"An enduring American classic, Oliver La Farge's Pulitzer Prize winning first novel capures the essence of the Southwest in 1915. At a ceremonial dance, the young, earnest silversmith Laughing Boy falls in love with Slim Girl, a beautiful but elusive "American"-educated Navajo. As they experience all of the joys and uncertainties of first love, the couple must face a changing way of life and its tragic consequences."
I don't know if it is because I live in Europe and have never heard much about the Native American culture, but I really feel the first half of the book was lost on me. I did find it interesting to learn more about the lifestyle, but pages and pages of conversations that I couldn't really follow made it very hard for me to really get into the book. I did like the second part of the book, where it becomes more a love story than just a picture of the Native American life. There was one part in particular that I found refreshing. In a lot of books that depict a love story, there is this one chapter where someone does something wrong (which in this book was something réálly wrong) and then it completely blows up because they don't just talk to eachother. And then they don't speak for another 6 chapters, before everything turns out fine in the end. That doesn't happen here. Something bad happens and they just sit around and talk to eachother about it. Of course there is a small shooting-an-arrow-in-her-leg thing that I don't really understand, but hey, you have to have some drama, right?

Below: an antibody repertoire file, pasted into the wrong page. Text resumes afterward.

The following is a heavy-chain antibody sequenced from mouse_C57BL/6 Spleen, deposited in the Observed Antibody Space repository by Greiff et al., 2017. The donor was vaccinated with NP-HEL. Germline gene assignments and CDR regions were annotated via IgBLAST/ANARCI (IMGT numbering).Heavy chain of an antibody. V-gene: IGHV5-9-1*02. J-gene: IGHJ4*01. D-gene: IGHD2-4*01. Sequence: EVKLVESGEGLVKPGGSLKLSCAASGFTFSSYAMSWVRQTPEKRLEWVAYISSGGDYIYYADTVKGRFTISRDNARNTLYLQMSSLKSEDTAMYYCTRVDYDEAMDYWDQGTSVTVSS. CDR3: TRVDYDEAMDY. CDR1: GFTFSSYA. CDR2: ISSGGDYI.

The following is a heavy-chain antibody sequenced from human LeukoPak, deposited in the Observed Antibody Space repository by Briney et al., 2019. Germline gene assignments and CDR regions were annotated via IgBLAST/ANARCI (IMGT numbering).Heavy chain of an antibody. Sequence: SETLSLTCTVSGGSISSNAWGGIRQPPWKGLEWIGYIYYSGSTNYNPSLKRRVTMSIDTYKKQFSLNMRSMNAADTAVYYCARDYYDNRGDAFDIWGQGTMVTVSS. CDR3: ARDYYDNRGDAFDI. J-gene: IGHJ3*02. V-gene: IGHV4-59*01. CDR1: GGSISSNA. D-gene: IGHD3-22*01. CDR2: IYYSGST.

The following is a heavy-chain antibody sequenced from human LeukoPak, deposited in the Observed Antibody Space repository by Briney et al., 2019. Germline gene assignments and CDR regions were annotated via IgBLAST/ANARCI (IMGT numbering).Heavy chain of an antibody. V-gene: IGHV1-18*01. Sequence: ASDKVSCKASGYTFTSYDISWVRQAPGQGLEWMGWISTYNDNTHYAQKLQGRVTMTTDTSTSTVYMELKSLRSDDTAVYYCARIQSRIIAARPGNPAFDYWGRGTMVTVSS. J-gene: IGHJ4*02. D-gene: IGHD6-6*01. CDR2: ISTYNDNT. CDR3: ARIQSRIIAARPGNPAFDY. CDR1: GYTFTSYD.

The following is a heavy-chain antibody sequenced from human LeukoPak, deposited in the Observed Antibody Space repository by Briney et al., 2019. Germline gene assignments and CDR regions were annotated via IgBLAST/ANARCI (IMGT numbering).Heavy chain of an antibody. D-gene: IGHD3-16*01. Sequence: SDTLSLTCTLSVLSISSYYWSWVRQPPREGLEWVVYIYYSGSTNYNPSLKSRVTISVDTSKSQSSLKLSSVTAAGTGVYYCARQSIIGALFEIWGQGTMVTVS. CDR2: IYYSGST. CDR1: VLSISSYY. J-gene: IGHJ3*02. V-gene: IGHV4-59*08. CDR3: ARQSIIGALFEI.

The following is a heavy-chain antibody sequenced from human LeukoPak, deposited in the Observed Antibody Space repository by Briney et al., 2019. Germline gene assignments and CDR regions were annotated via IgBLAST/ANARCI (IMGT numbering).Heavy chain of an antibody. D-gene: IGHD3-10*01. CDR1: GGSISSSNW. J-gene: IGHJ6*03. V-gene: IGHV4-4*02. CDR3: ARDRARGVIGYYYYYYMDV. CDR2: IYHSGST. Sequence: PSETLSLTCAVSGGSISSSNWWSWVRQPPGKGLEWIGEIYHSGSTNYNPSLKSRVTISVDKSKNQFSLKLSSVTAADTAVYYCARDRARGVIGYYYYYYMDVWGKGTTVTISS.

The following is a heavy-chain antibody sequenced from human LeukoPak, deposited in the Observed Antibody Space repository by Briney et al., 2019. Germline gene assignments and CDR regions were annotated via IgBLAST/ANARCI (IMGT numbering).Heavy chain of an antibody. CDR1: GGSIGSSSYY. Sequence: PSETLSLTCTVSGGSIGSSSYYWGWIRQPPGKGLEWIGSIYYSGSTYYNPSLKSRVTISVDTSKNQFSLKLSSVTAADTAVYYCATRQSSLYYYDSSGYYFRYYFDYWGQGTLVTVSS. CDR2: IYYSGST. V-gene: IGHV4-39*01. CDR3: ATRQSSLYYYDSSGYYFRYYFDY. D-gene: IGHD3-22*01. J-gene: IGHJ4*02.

The ending, again, was great. When I started the book I didn't think I would care much about how it ended, because I didn't have a connection to the characters, but little by little the story drew me in. This is yet another book from the list that I've read that, in my (humble) opinion didn't start great but ended beautifully. I'm starting to sense a pattern here!